PubMed | Penn State Milton rshey Medical Center, WILEX and Lebanon Medical Center
Type: Journal Article | Journal: Journal of clinical oncology : official journal of the American Society of Clinical Oncology | Year: 2017

405 Background: The transmembrane protein MN (carbonic anhydrase IX)(CAIX) catalyzes the hydration of carbon dioxide to carbonic acid and decreases pH. In cancer, up-regulation of CAIX gene expression occurs under hypoxic conditions within tumors. Significant levels of CAIX protein have been detected in a variety of cancers including kidney, cervix, lung, bladder, colon, breast, liver, gall bladder, and pancreas.Pretreatment plasma CAIX and VEGF-A levels were determined from 52 metastatic renal cell cancer patients enrolled in a phase III first-line trial of sunitinib vs. interferon alpha (IF). The CAIX and VEGF-A ELISAs (WILEX/Oncogene Science, Cambridge MA) were used for determination of plasma biomarker levels. 51 of 52 patients had an MSKCC score of 0 or 1. Progression-free survival (PFS) and overall survival (OS) were analyzed using the Kaplan-Meier method and Cox modeling with both continuous and dichotomous (median) plasma CAIX and VEGF levels.Pretreatment plasma CAIX levels averaged 371 pg/ml, with a median of 194 pg/ml and 25Elevated pretreatment plasma CAIX predicted for reduced PFS and overall survival in metastatic renal cancer patients. In addition, sunitinib was superior to interferon, regardless of plasma CAIX status.

PubMed | Lebanon Medical Center, WILEX and Penn State Milton rshey Medical Center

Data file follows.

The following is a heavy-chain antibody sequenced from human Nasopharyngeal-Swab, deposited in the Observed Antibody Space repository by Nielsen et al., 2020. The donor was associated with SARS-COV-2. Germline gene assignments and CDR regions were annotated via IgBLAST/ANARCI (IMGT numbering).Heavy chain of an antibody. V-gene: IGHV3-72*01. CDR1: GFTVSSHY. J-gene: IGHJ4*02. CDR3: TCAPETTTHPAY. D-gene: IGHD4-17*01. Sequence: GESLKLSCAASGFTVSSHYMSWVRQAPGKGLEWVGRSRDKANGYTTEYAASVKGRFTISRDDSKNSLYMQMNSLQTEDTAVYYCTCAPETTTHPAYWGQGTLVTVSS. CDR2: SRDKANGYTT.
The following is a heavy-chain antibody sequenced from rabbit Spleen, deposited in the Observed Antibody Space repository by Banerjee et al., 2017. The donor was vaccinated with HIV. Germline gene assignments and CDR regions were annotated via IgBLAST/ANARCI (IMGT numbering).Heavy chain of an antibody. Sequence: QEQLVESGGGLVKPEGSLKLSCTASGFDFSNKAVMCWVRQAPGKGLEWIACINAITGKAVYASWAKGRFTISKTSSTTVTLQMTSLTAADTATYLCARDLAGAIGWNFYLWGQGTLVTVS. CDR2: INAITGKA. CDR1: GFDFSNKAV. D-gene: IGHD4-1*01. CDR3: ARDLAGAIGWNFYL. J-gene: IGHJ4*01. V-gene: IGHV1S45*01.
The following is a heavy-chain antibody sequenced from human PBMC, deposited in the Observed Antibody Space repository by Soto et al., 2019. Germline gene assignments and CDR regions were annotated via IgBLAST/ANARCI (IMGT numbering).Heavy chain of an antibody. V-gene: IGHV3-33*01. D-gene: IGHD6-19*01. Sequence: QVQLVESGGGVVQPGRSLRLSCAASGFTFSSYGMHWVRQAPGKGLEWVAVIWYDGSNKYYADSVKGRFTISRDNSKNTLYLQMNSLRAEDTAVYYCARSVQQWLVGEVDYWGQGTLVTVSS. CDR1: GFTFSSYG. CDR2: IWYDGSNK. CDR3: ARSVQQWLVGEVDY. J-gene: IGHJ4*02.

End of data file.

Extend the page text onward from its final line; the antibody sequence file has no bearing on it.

Type: Journal Article | Journal: Journal of clinical oncology : official journal of the American Society of Clinical Oncology | Year: 2017

97 Background: Three angiogenesis-related serum biomarkers [TIMP-1 (tissue inhibitor of metalloproteinase-1), CA IX (carbonic anhydrase 9), and VEGF] and PSA were correlated with outcome in the phase II zibotentan [endothelin A (ETPretreatment serum samples were available from 206 of 312 patients enrolled in the multicenter phase II trial evaluating zibotentan in patients with metastatic CRPC and bone metastases who were pain free or mildly symptomatic for pain, with a 1:1:1 randomization to zibotentan 10mg, 15mg, or placebo. The CA IX, TIMP-1, and VEGF ELISAs were from WILEX Inc./ Oncogene Science, Cambridge, MA. Progression-free survival (PFS) and overall survival (OS) were analyzed using the Kaplan-Meier method and Cox modeling.In the final efficacy report, there were no statistical differences in PFS, but a trend for OS improvement was observed in the zibotentan arms compared with placebo: 15 mg (HR 0.76; 80% CI 0.61-0.94; p= 0.103) and 10 mg (HR 0.83; 80% CI 0.67-1.02; p= 0.254) (James et al, BJUI 106L966-973, 2010). In the retrospective serum biomarker analysis (206 patients), there were no apparent differences for PFS with any of the 3 novel biomarkers in the whole population, or within treatment arms. For OS in the whole population, patients with higher serum TIMP (> median) had reduced OS (17.5 mos), compared with patients who had lower serum TIMP-1 (< median) (28.4 mos). Within treatment arms, patients with higher serum CA IX (> median) treated with zibotentan had increased OS in both the 10 mg arm (median 28.4 mos), and the 15 mg arm (median 25.7 mos) compared with those in the placebo arm (median 15.4 mos). In a Cox model, including serum biomarkers and bisphosphonate use, for PFS only PSA was significant (p< 0.0001); for OS only PSA (p< 0.0001) and TIMP-1 (p< 0.002) were significant.Higher pretreatment serum CA IX (a marker of hypoxia) may identify a cohort of metastatic CRPC patients more sensitive to zibotentan treatment, and higher serum TIMP-1 may identify patients at risk for reduced overall survival. These serum biomarkers deserve further study in larger ET